Once her fall course in physics is completed, Rochette will finally graduate. Due to the demands on her time as an elite athlete, it has taken five years for her to complete what regular students do in two or three years.

"Once I start something, I want to finish. I commit to it, even though I'm not going to go to university anytime soon. I wanted to do more than just skating," Rochette said.

Rochette will train throughout May back home in Montreal before heading to Toronto in June to develop her new programs and, hopefully, spend some time again working with Kurt Browning on her jumps. Whether David Wilson will choreograph both her routines for the coming season has not yet been decided, nor has music been chosen.

Rochette's long-time coach Manon Perron will accompany her so that when they return to Montreal, Perron can meld what was learned in Toronto into Rochette's long-term training plan.

While Rochette has been on tour, she and Perron have been engaged in a long-distance discussion about potential music selections.

"We look at the competition, what's being done and what we think I should be doing. We think about where I am in my career, that the Olympics are coming in two years, that we're not in experimental mode. We should know what we want by now.

"I'm thinking of my previous programs -- what I liked, when I felt good, good performances I had, and we want to do something close to that," said Rochette, who names the Firebird free skate program with which she won her first Canadian title in 2005 as one of her favorites.

"We are trying to recreate similar moments again," Rochette said, allowing that resurrecting her Firebird program has been discussed.

"For now, we're putting ideas on the list, and we'll decide when I get home. For sure, we want to choose music that is known. I always felt more comfortable with programs that the audience knew the music a little bit, but not too, too known because they've been used a lot."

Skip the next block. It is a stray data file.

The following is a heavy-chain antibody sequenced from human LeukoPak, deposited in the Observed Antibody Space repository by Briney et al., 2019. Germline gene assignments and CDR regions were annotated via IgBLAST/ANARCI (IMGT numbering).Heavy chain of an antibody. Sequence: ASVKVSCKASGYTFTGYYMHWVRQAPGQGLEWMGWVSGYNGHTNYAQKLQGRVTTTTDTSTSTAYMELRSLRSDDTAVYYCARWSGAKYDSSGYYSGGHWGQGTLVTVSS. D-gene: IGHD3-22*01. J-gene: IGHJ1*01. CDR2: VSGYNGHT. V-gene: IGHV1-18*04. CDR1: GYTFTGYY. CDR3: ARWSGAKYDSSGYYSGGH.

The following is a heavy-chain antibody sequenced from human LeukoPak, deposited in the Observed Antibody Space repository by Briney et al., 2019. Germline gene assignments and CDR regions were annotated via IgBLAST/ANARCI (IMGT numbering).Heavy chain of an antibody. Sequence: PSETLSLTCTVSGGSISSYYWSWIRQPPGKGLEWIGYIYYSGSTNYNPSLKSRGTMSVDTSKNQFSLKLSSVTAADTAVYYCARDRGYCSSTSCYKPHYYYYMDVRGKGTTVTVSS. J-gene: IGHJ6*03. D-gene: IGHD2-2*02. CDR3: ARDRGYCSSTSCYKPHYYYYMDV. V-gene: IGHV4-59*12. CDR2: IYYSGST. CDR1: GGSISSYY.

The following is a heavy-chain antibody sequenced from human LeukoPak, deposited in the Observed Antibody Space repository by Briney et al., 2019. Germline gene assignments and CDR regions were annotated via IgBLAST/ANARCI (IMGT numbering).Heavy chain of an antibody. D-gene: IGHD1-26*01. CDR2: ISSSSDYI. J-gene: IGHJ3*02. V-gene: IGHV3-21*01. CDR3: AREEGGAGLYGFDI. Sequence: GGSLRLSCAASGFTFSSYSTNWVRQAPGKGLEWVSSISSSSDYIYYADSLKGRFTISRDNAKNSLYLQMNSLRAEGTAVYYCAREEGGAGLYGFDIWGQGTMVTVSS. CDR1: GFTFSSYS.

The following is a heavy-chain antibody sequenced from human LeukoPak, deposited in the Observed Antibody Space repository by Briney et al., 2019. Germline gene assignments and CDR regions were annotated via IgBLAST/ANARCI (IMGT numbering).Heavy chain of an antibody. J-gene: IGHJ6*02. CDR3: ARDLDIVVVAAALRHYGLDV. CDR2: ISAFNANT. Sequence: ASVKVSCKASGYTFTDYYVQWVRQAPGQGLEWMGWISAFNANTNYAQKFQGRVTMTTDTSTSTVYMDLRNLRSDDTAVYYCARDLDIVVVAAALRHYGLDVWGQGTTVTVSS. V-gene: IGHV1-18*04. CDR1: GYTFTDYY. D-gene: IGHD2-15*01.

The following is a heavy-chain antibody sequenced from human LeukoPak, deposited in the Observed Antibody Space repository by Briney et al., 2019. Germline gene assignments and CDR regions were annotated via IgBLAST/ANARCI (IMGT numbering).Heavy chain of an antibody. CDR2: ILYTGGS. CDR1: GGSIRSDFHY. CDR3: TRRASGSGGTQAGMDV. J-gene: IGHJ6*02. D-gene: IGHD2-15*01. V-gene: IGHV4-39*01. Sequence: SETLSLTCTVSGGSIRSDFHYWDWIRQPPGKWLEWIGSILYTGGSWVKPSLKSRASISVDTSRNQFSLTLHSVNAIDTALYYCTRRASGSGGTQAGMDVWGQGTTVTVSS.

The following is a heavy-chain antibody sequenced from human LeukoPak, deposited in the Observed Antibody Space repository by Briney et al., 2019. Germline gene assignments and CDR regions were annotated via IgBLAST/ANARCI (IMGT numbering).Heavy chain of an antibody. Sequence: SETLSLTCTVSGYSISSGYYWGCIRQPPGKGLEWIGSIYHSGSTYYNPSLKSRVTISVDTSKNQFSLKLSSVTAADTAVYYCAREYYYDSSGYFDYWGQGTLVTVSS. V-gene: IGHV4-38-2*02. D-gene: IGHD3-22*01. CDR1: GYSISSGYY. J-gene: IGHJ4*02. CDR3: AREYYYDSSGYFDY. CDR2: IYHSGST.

Last month, when asked about the Canadian team's prospects come 2010, Browning suggested Rochette would "need to step it up" to land on the podium in Vancouver. She understands what he meant.

"When I got on the world scene, the standard was to do a triple Lutz, and there was no triple-triples [jump combinations]. In my mind, I didn't think I have to work towards that but just to do the triple Lutz and improve my program, my second mark," she said. "In 2006, a whole new generation has arrived, and the kids are really strong. To keep my place there I need to step it up too. I want to do the triple-triple but also achieve cleaner skates.

"Last year, my programs had at least five or six triples. Every time I compete I have to know I can do that, and if I add a triple-triple to that, it could be enough," Rochette said, referring to landing on the world and Olympic podiums.

"This year was definitely better, but I know I can do much more. There's lots of places to improve, but to be fifth at worlds, it's been a long, long time in Canada for any [woman] to be in the top five. I was happy I could achieve that. It was my goal to be top five.

"Of course, being so close to the podium and not being on it, there is a saying we have in French, 'It was so good, but I'm hungry for more.'"